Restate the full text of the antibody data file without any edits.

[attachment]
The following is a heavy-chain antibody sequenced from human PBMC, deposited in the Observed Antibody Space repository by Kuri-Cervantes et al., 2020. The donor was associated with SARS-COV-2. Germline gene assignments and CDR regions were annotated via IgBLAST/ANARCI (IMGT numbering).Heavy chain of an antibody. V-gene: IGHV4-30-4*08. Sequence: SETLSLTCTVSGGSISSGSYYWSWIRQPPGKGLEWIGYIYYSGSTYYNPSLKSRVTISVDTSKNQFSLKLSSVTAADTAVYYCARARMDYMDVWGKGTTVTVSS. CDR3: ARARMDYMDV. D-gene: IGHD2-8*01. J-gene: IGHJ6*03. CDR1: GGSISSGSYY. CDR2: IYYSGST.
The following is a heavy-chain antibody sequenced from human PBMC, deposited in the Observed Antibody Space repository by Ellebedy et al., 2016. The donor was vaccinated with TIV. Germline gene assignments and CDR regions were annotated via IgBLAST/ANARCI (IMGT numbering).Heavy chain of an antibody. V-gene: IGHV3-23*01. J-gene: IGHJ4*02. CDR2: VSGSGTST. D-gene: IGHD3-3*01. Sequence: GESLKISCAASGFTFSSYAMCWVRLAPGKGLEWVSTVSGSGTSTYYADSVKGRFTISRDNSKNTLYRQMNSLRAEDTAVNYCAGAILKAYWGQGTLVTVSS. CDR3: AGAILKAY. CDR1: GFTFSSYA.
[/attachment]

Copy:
The following is a heavy-chain antibody sequenced from human PBMC, deposited in the Observed Antibody Space repository by Kuri-Cervantes et al., 2020. The donor was associated with SARS-COV-2. Germline gene assignments and CDR regions were annotated via IgBLAST/ANARCI (IMGT numbering).Heavy chain of an antibody. V-gene: IGHV4-30-4*08. Sequence: SETLSLTCTVSGGSISSGSYYWSWIRQPPGKGLEWIGYIYYSGSTYYNPSLKSRVTISVDTSKNQFSLKLSSVTAADTAVYYCARARMDYMDVWGKGTTVTVSS. CDR3: ARARMDYMDV. D-gene: IGHD2-8*01. J-gene: IGHJ6*03. CDR1: GGSISSGSYY. CDR2: IYYSGST.
The following is a heavy-chain antibody sequenced from human PBMC, deposited in the Observed Antibody Space repository by Ellebedy et al., 2016. The donor was vaccinated with TIV. Germline gene assignments and CDR regions were annotated via IgBLAST/ANARCI (IMGT numbering).Heavy chain of an antibody. V-gene: IGHV3-23*01. J-gene: IGHJ4*02. CDR2: VSGSGTST. D-gene: IGHD3-3*01. Sequence: GESLKISCAASGFTFSSYAMCWVRLAPGKGLEWVSTVSGSGTSTYYADSVKGRFTISRDNSKNTLYRQMNSLRAEDTAVNYCAGAILKAYWGQGTLVTVSS. CDR3: AGAILKAY. CDR1: GFTFSSYA.